jean001a, strange as it might seem, even though California is the largest agricultural producer in the U.S. they do not have county extension offices, at least not in Orange County. They used to have one about 25 years ago though. The state doesn't do soil tests either.


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RE: What should I buy to replace thick skin Wash Naval?

Sorry I got my P and K mixed up - tired no doubt.

I live in Santa Clara County.

I wouldn't mind the thick skins if the interior was great - which it hasn't been for a long time. This year the interior is dry and sour.

Don't oranges eventually need replacing or do they just go on and on giving wonderful fruit to some people?

Ginny


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RE: What should I buy to replace thick skin Wash Naval?

It was said "...even though California is the largest agricultural producer in the U.S. they do not have county extension offices, at least not in Orange County. ...."

Well yes & no.

Orange County's office was having severe monetary problems during the years I lived in LA County. Then the Friends of the O. C. Extension took over and as far as I know, the Extension Service office still exists there. At least that's what I found from the USDA map I linked to above.

For a direct link to Orange County, use this
http://ceorange.ucdavis.edu/

For any other county office, in CA or elsewhere in the US, use the clickable USDA map
http://www.csrees.usda.gov/Extension/

Here is a link that might be useful: USDA map to locate Unversity of CA Extension Service offices, and more


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RE: What should I buy to replace thick skin Wash Naval? -

I meant to add a comment about "the state doesn't do soil tests either."

CA is only one of the various states in which the county Extension offices don't test soil any more, and haven't done so for years. Oregon is another.


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RE: What should I buy to replace thick skin Wash Naval?

I've eaten oranges from the parent Washington Navel tree in Riverside - and they certainly didn't have thick skins even though the tree is over 100 years old.
So the problem with your tree is not its age!

Here is a link that might be useful: Parent Washington Navel


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RE: What should I buy to replace thick skin Wash Naval?

Ginny,

Whether the problem of the thick skins is abnormal or not is debatable without knowing more, which is why pictures are needed. CA navels are naturally very thick skinned compared to other citrus and compared to FL. But certainly a 30 yr old well-fed tree should be producing far more than two dozen fruit -- which all taste bad. I believe you that something is very wrong.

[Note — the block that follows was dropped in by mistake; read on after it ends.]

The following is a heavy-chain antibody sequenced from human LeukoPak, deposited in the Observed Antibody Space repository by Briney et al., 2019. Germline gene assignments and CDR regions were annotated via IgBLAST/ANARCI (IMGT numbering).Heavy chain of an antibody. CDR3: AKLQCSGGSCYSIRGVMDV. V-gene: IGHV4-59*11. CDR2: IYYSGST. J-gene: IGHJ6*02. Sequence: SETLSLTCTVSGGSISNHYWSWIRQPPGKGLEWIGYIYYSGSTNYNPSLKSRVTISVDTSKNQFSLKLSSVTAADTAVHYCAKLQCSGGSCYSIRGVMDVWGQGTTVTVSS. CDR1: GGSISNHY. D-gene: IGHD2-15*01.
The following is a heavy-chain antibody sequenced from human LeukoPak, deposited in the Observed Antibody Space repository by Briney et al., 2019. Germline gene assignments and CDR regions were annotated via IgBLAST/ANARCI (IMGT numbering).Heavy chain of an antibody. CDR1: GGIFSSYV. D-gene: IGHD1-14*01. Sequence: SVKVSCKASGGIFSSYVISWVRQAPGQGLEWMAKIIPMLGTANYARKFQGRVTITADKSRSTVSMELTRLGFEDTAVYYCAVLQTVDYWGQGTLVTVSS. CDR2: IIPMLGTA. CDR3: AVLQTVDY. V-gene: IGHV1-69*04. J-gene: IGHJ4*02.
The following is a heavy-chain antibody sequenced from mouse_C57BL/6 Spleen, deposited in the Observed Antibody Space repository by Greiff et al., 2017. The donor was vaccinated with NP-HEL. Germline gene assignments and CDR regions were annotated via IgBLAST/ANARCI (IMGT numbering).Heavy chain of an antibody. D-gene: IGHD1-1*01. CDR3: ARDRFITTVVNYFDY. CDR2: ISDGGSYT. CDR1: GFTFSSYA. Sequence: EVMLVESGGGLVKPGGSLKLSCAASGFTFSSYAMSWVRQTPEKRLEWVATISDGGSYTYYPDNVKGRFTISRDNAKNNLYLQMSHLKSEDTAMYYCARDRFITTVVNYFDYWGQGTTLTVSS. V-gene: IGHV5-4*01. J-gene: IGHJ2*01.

Login to www.Photobucket.com and follow the instructions to create an account and upload photos there; you can then just paste the HTML address for us and we'll get them. Or just email them to me, follow my name on MyPage to send me a note and I'll reply.

A closeup of a halved orange and two pics of your tree (one very far away and one of the main trunk area) would be helpful. More pics of leaves are even better.

1) Is there excessive growth on the tree?

2) Does it grow lots of lush green leaves a few times per year and how many times has it been trimmed/pruned? 10 feet is awfully small if you have never pruned it.

3) Does the tree become loaded with blossoms twice a year (early spring and Fall)?

4) What is the brand and NPK ratio of the fert you've applied? Do you have a link?

5) What is the watering schedule you've followed?

I would not fertilize any more until you are sure what the problem is. Many in-ground trees go just fine without much fertilizer, esp. if you've been applying it consistently for years. Around here in Central CA, once a tree is mature and healthy, folks can several years without applying any fert and have beautiful crops. Besides Nitrogen, the micronutrients tend to deplete first (like calcium, magnesium, and zinc) in our soils for orange trees.


I couldn't tell from the OP if you were set on removing the tree and just wanted to know about replacement. If it were me, since I enjoy the flavor of sweet oranges, I would definitely not remove the tree until I was positive it couldn't be helped.

If you replace it with a different tree, it'll be 3 years or so before getting any decent sized crop. Maybe 4 years to get a couple dozen, it depends on the variety and the care. It is not uncommon to get one orange after 18 months, a few the next year, the skip a year if the tree is in a strong vegetative growth phase during normal flowering time.

If this tree is otherwise healthy, but you resolve the issue, in 2 years you could have more navels than you could eat.